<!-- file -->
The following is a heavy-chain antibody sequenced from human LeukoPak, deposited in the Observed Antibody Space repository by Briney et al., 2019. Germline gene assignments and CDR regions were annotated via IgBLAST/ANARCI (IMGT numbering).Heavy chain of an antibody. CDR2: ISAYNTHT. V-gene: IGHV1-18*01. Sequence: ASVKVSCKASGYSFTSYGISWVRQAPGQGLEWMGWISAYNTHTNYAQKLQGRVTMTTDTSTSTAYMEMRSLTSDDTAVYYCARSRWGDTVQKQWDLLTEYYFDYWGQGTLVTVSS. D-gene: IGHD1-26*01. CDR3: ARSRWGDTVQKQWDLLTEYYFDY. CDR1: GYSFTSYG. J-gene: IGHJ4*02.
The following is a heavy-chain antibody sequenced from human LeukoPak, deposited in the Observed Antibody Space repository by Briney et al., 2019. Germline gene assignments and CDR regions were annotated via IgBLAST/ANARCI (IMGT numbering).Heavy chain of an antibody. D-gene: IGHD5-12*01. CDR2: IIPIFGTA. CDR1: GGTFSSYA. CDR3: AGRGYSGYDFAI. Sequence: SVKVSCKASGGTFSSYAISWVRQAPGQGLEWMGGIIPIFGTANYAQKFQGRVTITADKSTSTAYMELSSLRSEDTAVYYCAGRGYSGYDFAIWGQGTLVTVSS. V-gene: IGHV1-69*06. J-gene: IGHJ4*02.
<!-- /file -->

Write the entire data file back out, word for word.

The following is a heavy-chain antibody sequenced from human LeukoPak, deposited in the Observed Antibody Space repository by Briney et al., 2019. Germline gene assignments and CDR regions were annotated via IgBLAST/ANARCI (IMGT numbering).Heavy chain of an antibody. CDR2: ISAYNTHT. V-gene: IGHV1-18*01. Sequence: ASVKVSCKASGYSFTSYGISWVRQAPGQGLEWMGWISAYNTHTNYAQKLQGRVTMTTDTSTSTAYMEMRSLTSDDTAVYYCARSRWGDTVQKQWDLLTEYYFDYWGQGTLVTVSS. D-gene: IGHD1-26*01. CDR3: ARSRWGDTVQKQWDLLTEYYFDY. CDR1: GYSFTSYG. J-gene: IGHJ4*02.
The following is a heavy-chain antibody sequenced from human LeukoPak, deposited in the Observed Antibody Space repository by Briney et al., 2019. Germline gene assignments and CDR regions were annotated via IgBLAST/ANARCI (IMGT numbering).Heavy chain of an antibody. D-gene: IGHD5-12*01. CDR2: IIPIFGTA. CDR1: GGTFSSYA. CDR3: AGRGYSGYDFAI. Sequence: SVKVSCKASGGTFSSYAISWVRQAPGQGLEWMGGIIPIFGTANYAQKFQGRVTITADKSTSTAYMELSSLRSEDTAVYYCAGRGYSGYDFAIWGQGTLVTVSS. V-gene: IGHV1-69*06. J-gene: IGHJ4*02.